FAO Fisheries Department
The only surviving example of a concrete motorboat made by Italian engineer Pier Luigi Nervi is currently on display at FAO headquarters.
The 8.5-metre-long craft was the Nervi family’s holiday motorboat but uses the same construction technique as the low-cost fishing vessels FAO commissioned from the engineer in the 1960s to navigate the lakes of Africa and South America.
Nervi (1891-1979) came to the Organization’s attention for his pioneering work after World War II in creating boat hulls from a reinforced concrete known as ferro-cement, which made them rot- and fire-proof as well as less likely to leak.
Although the concept of concrete boats was not new, Nervi was the first to experiment with making hulls from an extremely thin concrete skin around 20 millimetres wide.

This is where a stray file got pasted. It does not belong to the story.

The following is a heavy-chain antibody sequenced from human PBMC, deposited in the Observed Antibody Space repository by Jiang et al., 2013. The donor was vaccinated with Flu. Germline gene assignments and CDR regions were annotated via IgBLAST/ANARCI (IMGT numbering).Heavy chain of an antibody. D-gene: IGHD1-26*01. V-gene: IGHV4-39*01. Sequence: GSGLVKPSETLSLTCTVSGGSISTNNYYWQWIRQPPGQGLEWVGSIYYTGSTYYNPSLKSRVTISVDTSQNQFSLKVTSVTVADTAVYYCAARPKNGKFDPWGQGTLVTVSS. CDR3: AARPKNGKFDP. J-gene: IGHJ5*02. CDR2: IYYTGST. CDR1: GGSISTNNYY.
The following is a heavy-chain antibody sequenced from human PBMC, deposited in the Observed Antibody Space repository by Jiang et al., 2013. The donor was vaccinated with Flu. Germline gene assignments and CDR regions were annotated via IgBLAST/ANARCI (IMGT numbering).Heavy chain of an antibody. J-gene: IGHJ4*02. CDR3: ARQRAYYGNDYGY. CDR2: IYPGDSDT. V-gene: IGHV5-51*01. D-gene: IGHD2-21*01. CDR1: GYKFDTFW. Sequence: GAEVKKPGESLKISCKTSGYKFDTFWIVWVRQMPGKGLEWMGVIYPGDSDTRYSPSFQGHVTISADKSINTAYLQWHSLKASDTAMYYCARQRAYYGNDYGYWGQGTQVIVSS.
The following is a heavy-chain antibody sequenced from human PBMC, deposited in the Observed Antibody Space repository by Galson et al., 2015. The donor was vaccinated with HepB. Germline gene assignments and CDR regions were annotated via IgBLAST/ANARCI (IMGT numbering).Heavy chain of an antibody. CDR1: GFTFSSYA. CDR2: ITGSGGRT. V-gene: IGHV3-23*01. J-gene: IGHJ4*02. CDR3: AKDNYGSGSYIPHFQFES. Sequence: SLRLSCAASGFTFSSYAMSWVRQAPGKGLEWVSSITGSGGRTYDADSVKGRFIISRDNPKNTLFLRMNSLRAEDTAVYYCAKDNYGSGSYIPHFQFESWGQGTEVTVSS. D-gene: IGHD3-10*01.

FAO wanted to promote the building of the inexpensive ferro-cement hulls in developing countries by training local workers. “FAO was interested because the ferro-cement building materials were cheaper than fibreglass, and because of concerns about using too much wood for sustainable forestries,” explains FishCode manager Jeremy Turner who has also sailed a ferro-cement boat across the Atlantic.
“But it wasn’t entirely successful because of the difficulties in ensuring quality control. In the end only Cuba and China mass-produced ferro-cement boats.”
Poor-quality materials meant that the boats were more likely to suffer from one of ferro-cement’s disadvantages – a lack of impact resistance.
“Even bumping against other boats in a harbour can rub off layers of cement, leaving the steel wire mesh vulnerable to rust and resulting in deterioration of the steel framework,” says Turner. “Ferro-cement never really took off.”
The motorboat is on display at FAO for the annual assembly of the General Fishery Commission of the Mediterranean, which opens on 9 May and will remain until 31 July.
Caption: The Nervi family boat outside FAO headquarters